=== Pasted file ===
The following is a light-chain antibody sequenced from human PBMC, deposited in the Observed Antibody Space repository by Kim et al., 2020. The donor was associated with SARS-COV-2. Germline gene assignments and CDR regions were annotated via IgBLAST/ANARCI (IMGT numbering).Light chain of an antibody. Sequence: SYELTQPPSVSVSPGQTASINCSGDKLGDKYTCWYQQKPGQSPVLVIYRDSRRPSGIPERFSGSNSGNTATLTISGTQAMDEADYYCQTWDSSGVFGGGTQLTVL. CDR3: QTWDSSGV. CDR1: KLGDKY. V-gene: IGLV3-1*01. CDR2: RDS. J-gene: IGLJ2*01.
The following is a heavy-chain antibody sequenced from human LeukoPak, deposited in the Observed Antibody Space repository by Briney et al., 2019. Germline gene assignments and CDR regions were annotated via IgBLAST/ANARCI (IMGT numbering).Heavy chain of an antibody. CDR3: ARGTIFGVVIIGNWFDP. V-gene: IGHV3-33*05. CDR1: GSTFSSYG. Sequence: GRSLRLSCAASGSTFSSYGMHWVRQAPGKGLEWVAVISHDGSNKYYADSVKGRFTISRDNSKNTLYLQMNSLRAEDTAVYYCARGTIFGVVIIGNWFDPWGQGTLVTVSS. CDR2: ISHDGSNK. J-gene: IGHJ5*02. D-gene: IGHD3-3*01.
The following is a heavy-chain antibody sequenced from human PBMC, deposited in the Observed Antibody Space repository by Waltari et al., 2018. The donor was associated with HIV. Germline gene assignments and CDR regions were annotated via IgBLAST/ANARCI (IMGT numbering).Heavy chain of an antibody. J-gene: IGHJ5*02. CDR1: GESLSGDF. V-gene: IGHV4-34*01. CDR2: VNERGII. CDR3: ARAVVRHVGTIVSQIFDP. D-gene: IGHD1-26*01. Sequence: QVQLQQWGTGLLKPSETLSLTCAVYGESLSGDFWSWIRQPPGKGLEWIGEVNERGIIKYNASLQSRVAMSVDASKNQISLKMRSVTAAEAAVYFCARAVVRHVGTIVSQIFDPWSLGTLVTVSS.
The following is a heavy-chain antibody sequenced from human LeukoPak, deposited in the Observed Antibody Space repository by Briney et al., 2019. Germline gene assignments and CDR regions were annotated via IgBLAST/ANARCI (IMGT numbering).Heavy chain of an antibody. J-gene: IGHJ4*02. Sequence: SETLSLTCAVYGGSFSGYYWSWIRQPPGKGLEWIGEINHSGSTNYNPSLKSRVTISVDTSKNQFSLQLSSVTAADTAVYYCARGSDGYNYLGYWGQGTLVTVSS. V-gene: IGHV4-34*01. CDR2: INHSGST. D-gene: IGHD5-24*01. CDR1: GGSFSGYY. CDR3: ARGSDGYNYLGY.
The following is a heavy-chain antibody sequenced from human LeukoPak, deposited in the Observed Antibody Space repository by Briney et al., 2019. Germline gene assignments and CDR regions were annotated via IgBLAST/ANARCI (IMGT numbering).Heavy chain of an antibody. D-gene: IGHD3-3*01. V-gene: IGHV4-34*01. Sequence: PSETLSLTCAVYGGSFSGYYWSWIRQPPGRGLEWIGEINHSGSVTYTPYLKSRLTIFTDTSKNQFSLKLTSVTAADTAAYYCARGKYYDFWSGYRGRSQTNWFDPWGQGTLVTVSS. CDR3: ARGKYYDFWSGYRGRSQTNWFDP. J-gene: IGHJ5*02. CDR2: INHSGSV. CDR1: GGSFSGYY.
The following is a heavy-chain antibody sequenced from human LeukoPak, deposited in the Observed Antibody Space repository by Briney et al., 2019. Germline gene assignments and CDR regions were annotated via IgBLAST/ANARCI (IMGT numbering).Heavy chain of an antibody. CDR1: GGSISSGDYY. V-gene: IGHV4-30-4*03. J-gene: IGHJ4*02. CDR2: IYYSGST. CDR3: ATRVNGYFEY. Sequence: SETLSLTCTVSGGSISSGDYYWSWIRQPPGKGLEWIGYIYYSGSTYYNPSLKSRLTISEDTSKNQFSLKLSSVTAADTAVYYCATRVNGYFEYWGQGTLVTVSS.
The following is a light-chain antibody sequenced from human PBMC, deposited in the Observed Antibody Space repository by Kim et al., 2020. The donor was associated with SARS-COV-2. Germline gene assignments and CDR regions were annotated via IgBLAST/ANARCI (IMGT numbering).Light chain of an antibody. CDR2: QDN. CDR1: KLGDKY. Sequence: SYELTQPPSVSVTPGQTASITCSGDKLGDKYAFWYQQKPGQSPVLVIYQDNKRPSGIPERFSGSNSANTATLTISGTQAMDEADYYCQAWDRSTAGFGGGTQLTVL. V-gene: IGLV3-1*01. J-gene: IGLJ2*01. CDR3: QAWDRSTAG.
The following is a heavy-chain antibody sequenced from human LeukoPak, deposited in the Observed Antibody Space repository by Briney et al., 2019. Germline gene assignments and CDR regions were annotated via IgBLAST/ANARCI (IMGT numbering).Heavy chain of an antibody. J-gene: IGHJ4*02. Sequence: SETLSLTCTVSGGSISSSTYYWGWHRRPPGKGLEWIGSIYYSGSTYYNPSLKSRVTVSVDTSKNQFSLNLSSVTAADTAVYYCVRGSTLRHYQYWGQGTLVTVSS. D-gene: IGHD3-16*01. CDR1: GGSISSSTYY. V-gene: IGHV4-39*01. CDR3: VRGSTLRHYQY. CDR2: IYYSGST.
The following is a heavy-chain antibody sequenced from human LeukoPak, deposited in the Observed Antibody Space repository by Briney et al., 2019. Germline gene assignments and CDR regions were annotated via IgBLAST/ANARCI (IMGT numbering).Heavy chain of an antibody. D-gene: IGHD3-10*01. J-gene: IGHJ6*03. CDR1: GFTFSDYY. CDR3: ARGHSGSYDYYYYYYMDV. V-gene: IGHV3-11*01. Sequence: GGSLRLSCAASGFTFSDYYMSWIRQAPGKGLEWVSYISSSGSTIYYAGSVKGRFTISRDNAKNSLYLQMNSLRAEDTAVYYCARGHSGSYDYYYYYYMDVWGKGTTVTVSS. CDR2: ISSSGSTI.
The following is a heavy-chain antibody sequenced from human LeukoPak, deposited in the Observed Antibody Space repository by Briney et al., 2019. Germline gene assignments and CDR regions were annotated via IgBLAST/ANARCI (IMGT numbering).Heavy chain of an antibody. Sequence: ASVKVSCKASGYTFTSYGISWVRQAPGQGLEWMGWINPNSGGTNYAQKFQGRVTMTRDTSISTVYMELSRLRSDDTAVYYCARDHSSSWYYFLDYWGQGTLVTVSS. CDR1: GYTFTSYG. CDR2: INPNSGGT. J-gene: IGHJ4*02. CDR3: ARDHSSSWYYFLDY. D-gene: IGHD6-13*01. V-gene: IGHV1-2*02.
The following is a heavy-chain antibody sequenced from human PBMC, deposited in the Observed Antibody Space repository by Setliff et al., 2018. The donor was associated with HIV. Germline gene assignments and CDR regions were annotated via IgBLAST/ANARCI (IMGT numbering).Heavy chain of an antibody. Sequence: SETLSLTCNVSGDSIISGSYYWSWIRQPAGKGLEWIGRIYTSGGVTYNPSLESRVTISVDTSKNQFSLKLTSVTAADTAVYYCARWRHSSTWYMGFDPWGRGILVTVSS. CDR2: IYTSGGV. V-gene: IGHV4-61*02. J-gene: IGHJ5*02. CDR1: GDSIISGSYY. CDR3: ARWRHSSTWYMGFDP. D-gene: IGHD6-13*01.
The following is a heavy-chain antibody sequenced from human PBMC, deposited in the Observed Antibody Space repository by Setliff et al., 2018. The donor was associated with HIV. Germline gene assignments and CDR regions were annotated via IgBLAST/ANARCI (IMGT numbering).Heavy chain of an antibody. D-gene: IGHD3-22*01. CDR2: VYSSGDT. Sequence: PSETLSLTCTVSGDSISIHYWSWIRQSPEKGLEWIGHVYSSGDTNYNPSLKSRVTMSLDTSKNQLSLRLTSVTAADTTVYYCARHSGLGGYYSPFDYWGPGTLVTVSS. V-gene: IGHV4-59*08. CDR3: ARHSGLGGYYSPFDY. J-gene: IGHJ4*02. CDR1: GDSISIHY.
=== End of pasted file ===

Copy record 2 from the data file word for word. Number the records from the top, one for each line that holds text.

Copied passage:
The following is a heavy-chain antibody sequenced from human LeukoPak, deposited in the Observed Antibody Space repository by Briney et al., 2019. Germline gene assignments and CDR regions were annotated via IgBLAST/ANARCI (IMGT numbering).Heavy chain of an antibody. CDR3: ARGTIFGVVIIGNWFDP. V-gene: IGHV3-33*05. CDR1: GSTFSSYG. Sequence: GRSLRLSCAASGSTFSSYGMHWVRQAPGKGLEWVAVISHDGSNKYYADSVKGRFTISRDNSKNTLYLQMNSLRAEDTAVYYCARGTIFGVVIIGNWFDPWGQGTLVTVSS. CDR2: ISHDGSNK. J-gene: IGHJ5*02. D-gene: IGHD3-3*01.